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Home » Featured, Medicine & the Law

How to Protect Your Practice From Your Spouse

Submitted by on 12/06/2011 – 10:28 AM

By Deborah B. Miller, Esq.

From a personal perspective, prenuptial agreements are not very appealing, but from a common sense and legal point of view, they can be essential.

Getting married is the biggest financial decision in most people’s lives, but many do not consider the financial entanglements that marriage creates.  Just ask anyone who has lost a house or retirement plan in a divorce.

Despite reading articles about the importance of using a prenuptial agreement as a tool for planning, plenty of people feel uncomfortable with prenuptial agreements.  Luckily, there are secondary measures, not all as good as a prenuptial agreement, but perhaps more in line with your personal views and the realities of your relationship.  For example, there are ways to structure corporate documents to insulate your medical practice from divorce proceedings, whether your own divorce or that of another physician in your practice.  Buy-sell agreements among shareholders and corporate insurance policies in the event of a forced buyout can be effective tools to protect the practice.  Likewise, postnuptial agreements are an option, even if the prenuptial agreement seemed awkward at the time of marriage.  A postnuptial agreement can be limited to a spouse relinquishing claims on your interest in your medical practice.  This can be a mandatory prerequisite for membership in a practice group, essentially forcing all group members to enter either prenuptial or postnuptial agreements to protect the medical practice from divorce.  This can be effective, as the pressure to enter such an agreement is external, and the blame for needing a postnuptial agreement can be shifted to the attorney for the medical practice.  It’s easy to blame the attorney, just give it a try.

Everyone (whether married or not) should make sure their estate plans are up to date and there are a variety of situations in which prenuptial agreements should part of those estate plans.  The most important of these situations are a second marriage, or where at least one spouse has children before the marriage.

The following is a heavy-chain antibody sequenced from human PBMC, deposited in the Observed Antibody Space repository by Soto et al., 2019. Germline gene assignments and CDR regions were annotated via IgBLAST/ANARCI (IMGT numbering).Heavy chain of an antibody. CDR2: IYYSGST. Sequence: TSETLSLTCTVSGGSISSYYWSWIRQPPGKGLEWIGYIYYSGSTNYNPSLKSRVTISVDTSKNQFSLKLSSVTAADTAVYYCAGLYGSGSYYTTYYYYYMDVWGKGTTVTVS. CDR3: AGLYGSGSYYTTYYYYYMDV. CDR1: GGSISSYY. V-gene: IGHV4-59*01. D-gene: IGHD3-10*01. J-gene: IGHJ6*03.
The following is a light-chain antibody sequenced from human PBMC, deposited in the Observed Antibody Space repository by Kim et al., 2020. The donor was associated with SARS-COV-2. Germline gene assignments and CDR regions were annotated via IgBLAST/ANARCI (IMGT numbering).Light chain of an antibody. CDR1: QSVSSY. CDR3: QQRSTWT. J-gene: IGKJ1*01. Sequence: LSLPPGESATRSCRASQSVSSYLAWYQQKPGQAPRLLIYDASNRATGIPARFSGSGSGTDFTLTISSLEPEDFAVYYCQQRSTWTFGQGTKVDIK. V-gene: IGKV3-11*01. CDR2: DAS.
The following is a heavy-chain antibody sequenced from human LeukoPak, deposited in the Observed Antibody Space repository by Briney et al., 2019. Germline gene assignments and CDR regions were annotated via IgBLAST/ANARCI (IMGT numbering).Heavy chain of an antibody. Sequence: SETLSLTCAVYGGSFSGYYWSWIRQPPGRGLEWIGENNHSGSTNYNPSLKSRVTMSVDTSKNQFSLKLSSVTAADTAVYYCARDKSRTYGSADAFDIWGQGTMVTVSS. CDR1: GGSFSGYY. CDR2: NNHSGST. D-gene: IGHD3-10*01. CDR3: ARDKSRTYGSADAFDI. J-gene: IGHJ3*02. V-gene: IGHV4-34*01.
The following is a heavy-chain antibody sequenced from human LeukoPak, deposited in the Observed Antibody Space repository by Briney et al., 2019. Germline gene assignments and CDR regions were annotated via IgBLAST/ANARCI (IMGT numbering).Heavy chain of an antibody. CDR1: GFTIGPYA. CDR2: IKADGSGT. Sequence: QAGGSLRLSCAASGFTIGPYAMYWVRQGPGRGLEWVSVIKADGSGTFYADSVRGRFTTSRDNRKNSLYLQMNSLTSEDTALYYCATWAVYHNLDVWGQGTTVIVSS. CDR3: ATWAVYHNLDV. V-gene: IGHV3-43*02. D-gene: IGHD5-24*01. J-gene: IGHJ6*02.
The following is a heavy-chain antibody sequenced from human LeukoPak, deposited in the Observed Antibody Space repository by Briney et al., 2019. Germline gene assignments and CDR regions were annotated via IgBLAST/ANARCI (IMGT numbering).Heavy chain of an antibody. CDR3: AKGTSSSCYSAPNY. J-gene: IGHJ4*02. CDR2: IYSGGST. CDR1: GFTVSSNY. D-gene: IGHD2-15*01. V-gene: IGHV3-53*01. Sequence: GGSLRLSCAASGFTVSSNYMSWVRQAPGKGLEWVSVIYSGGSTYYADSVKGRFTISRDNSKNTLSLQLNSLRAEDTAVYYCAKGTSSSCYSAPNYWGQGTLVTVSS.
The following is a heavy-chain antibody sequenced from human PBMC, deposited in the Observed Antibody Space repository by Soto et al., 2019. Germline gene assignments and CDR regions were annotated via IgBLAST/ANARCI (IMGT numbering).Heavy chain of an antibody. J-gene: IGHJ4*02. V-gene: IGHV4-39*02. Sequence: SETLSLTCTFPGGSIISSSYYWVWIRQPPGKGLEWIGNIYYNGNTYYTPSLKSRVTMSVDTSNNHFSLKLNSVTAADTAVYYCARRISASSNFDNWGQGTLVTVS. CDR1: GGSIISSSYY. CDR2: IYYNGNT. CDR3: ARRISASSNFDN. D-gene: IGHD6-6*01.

Let’s start with what happens in a second marriage from a social perspective.  Statistics tell us that 2 out of 3 second marriages fail.  Yet hope springs eternal, as does love, and plenty of divorced folks get remarried.  Those who remarry are more experienced than the first time around, having learned either personally or through a friend the expense and stress associated with a difficult divorce.  Most people have heard about prenuptial agreements, but may not understand how a prenuptial agreement can help them avoid a long and costly divorce, while also protecting their Estate for their children.  Essentially, a prenuptial agreement should streamline a divorce in the event the marriage does not work out, having resolved the marital financial issues before the marriage.  The prenuptial agreement, however, will not address the issues as to any children of the marriage, such as child support and custody.  What it can do for you is to protect your medical practice, your salary, your pension and your retirement account.  It can state how the marital home is to be handled and what property is separate property.  The significance of protecting your medical practice from equitable distribution during a divorce, and your salary from years of alimony cannot be understated.

A prenuptial agreement can set forth the financial parameters of the marriage from the day of the wedding up through and including how your Estate is handled after you die.  It can state whether your spouse has a right to an interest in your retirement benefits and your medical practice.  It can state whether or not your spouse waives the right to claim spousal support or alimony.  Some couples do not agree on a straightforward waiver of rights, but instead agree on a sliding scale—the longer the marriage lasts, the greater a dependent spouse’s entitlement to a portion of specified marital property.